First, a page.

Agile Transformation at an International Media Conglomerate: Based on a True Story | Part Five




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Agile Transformation at an International Media Conglomerate: Based on a True Story

Scott M. Graffius, CEO of Exceptional PPM and PMO Solutions™, helps companies achieve their strategic objectives and business initiatives through project management leadership. A fantastic agile transformation outcome with a client organization in the entertainment industry was the inspiration for Scott's award-winning book,
Agile Scrum: Your Quick Start Guide with Step-by-Step Instructions. This is the story behind the book—told by Scott. Identifying details have been changed and certain elements are not included.

This article is the fifth installment of the eight-part story. If you haven't already read the earlier parts, you can find them here:


Part Five: The Pilot – Vision, Roadmap and Release Plan, and Product Backlog

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We advanced to the pilot—which included doing many things differently. Examples follow.

The Product Owner and I discussed techniques on developing a product vision statement. He opted to use the template attributed to Geoffrey Moore. The Product Owner created a draft of the vision and sent it with a request for feedback to the stakeholders. After receiving feedback, the Product Owner revised and finalized the product vision. He wrote the statement on oversize paper and posted it in a prominent location where the Scrum Team (Scrum Master, Product Owner, and Development Team) and stakeholders could easily see it.

The Product Owner and I then discussed techniques on creating and maintaining a product roadmap/release plan. He opted for a simple table with four rows and four columns. The rows included:

  • Name (the title of the product or major release),
  • Goal (the reason for creating it),
  • Features (a high-level list of features), and
  • Estimated number of sprints.

For the columns, there was one for each quarter of the year. Similar to what was done with the product vision, the Product Owner sent the plan with a request for feedback to the stakeholders. After receiving feedback, the Product Owner revised and the plan, wrote it on oversize paper, and posted it next to the product vision statement.

Aspects of team formation were covered already. The new Scrum team totaled 11 people. All were co-located and 100% allocated to the project.

The Product Owner and I discussed techniques on developing and maintaining the product backlog. He opted to employ a simple table format with six columns:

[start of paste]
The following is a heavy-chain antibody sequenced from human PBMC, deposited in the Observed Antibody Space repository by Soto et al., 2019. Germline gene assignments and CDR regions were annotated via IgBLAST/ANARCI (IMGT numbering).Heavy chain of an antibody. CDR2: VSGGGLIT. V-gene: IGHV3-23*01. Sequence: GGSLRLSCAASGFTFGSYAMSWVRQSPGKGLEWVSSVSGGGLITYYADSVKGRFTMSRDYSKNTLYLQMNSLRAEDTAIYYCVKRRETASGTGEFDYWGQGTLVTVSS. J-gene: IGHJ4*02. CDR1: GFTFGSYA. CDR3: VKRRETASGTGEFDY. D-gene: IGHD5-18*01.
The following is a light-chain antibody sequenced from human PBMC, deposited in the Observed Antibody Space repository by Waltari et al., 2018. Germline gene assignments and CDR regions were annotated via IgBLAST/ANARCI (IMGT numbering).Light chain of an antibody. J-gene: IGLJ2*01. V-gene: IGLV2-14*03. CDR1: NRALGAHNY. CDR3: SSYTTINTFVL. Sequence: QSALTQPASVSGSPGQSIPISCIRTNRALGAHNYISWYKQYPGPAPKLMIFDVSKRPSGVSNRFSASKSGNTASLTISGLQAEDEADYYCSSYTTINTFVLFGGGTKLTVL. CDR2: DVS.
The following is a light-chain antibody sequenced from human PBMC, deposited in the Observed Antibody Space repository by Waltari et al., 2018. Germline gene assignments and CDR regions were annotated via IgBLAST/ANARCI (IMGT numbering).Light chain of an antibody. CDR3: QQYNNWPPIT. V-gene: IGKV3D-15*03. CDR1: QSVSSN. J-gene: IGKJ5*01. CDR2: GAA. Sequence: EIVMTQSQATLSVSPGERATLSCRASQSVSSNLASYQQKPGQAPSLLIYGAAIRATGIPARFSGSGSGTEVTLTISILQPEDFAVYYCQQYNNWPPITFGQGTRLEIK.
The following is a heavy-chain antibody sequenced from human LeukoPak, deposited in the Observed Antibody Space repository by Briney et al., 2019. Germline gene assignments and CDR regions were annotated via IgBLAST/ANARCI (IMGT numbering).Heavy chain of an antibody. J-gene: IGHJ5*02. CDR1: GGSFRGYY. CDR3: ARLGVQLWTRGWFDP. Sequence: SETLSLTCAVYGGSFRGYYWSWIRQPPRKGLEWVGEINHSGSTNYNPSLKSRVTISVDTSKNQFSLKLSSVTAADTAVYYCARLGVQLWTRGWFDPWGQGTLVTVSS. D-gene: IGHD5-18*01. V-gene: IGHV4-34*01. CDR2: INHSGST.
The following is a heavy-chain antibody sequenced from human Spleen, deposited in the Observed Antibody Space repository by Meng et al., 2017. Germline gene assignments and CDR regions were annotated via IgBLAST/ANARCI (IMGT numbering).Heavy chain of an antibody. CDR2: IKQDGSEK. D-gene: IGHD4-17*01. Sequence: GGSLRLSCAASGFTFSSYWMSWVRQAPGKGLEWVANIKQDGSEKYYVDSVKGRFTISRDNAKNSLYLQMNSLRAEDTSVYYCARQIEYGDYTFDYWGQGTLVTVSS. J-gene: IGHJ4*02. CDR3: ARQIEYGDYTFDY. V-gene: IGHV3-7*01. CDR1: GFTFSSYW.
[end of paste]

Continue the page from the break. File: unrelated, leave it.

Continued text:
• ID#,
  • User story/description,
  • Category (he decided on four types: feature, bug, technical debt, and other),
  • Story point estimate for complexity,
  • Priority based on business value, and
  • Status.

To help with user stories, the Product Owner often referenced the INVEST (Independent, Negotiable, Valuable, Estimable, Small, and Testable) model developed by Bill Wake. For priority, the Product Owner initially used the MoSCoW method (Must have, Should have, Could have, or Won't have). Later, the Product Owner found the business value/risk method (where each item is rated as high or low in two dimensions—business value and risk, ...) to be the most beneficial, and the Product Owner continues to use that approach today. In a session facilitated by the Scrum Master, the Product Owner presented the user stories to the Development Team, and participants provided story points (using physical cards for the exercise) for estimates of complexity of each item. Later, the team tried t-shirt sizing—S, M, L, and XL designations—for estimates of complexity, but they decided to return to story points.

Previously, sprints were four weeks in length. Now the team was using the shorter duration of two weeks. A key benefit was that the Scrum value of focus was improved.

Agile Transformation at an International Media Conglomerate: Based on a True Story continues with Part Six: The Pilot — Sprint Planning and Sprint Execution.

© Copyright 2019 Scott M. Graffius. All rights reserved. This material may not be published, broadcast, rewritten or redistributed without the express written permission of Scott M. Graffius.





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